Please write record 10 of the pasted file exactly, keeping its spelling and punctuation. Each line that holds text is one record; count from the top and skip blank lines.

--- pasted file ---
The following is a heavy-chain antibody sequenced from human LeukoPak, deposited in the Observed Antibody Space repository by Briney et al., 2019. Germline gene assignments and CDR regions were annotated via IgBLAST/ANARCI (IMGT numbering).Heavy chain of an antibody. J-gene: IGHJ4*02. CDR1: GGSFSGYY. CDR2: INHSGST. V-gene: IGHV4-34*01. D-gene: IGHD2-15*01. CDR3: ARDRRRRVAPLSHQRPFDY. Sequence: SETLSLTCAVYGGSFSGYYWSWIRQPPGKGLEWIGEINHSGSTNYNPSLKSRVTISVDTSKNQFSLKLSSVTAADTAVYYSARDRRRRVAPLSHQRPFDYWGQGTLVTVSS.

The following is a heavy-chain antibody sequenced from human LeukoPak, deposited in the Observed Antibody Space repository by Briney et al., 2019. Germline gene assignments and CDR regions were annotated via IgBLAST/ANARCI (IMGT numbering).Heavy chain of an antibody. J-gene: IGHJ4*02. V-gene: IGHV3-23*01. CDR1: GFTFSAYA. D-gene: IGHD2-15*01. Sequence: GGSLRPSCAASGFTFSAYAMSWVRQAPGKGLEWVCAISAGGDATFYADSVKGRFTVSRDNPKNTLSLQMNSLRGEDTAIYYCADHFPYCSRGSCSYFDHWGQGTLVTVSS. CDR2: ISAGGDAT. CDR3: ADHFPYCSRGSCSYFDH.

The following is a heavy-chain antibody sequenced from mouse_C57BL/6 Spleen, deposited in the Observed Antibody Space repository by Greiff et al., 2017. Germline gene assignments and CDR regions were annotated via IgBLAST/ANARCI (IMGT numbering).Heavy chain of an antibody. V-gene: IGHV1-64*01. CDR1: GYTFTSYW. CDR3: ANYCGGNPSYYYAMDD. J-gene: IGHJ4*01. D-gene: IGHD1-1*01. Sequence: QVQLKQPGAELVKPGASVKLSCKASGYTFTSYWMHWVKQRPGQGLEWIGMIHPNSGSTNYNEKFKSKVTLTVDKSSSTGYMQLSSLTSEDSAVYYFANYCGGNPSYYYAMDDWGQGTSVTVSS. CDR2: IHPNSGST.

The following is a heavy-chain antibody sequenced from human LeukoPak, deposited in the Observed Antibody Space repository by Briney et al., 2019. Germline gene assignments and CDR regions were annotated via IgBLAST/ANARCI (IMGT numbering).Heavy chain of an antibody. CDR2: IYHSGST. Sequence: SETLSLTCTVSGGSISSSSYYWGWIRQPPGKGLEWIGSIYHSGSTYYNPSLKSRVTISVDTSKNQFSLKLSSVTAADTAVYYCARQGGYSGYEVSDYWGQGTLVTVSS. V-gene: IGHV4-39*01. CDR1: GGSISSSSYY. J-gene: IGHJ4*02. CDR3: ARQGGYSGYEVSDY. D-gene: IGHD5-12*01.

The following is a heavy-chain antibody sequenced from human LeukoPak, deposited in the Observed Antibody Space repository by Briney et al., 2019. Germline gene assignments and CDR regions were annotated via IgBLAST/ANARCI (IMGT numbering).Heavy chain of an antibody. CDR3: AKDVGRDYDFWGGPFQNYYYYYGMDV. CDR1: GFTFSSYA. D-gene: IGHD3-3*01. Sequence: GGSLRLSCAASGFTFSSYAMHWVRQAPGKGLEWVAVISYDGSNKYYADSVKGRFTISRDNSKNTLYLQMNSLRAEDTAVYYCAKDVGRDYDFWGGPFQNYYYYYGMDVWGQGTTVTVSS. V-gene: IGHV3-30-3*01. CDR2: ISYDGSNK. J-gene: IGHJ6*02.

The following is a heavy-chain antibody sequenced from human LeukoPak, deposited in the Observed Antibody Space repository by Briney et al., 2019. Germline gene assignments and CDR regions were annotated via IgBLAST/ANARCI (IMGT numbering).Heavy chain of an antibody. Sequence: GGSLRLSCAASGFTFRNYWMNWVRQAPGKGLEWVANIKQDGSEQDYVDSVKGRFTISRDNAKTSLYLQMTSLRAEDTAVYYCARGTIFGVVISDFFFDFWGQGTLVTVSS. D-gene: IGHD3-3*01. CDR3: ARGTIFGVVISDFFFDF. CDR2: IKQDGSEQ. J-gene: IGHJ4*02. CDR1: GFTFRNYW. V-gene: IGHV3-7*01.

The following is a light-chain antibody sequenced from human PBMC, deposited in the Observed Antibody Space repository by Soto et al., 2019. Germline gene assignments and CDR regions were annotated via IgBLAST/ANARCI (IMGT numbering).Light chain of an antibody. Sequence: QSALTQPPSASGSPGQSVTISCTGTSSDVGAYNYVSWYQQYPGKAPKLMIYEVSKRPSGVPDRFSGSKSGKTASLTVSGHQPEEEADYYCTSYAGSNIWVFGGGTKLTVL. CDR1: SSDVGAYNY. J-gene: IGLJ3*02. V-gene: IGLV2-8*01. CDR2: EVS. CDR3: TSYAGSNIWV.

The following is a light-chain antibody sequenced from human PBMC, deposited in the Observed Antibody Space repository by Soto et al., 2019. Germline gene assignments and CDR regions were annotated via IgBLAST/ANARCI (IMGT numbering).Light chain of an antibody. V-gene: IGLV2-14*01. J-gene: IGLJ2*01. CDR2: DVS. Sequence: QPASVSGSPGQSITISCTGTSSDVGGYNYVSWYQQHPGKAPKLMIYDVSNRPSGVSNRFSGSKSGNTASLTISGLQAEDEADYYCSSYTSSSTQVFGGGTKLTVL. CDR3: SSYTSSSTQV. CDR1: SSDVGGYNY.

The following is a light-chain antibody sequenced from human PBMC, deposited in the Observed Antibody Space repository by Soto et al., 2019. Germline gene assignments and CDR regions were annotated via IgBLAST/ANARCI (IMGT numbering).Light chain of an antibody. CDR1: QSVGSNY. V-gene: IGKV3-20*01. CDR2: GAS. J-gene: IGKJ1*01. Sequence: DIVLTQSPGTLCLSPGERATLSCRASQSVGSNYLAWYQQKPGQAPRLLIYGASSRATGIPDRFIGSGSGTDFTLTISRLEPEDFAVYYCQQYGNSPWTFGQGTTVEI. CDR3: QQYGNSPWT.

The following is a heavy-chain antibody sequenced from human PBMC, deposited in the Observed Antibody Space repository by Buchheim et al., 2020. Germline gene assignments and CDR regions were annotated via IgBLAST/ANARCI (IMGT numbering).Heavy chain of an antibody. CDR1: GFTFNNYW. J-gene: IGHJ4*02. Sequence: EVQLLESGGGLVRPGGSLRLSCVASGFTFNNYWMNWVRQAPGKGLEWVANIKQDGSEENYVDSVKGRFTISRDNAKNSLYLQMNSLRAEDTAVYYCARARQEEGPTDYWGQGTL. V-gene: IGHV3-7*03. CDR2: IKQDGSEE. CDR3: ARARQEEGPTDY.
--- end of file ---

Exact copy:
The following is a heavy-chain antibody sequenced from human PBMC, deposited in the Observed Antibody Space repository by Buchheim et al., 2020. Germline gene assignments and CDR regions were annotated via IgBLAST/ANARCI (IMGT numbering).Heavy chain of an antibody. CDR1: GFTFNNYW. J-gene: IGHJ4*02. Sequence: EVQLLESGGGLVRPGGSLRLSCVASGFTFNNYWMNWVRQAPGKGLEWVANIKQDGSEENYVDSVKGRFTISRDNAKNSLYLQMNSLRAEDTAVYYCARARQEEGPTDYWGQGTL. V-gene: IGHV3-7*03. CDR2: IKQDGSEE. CDR3: ARARQEEGPTDY.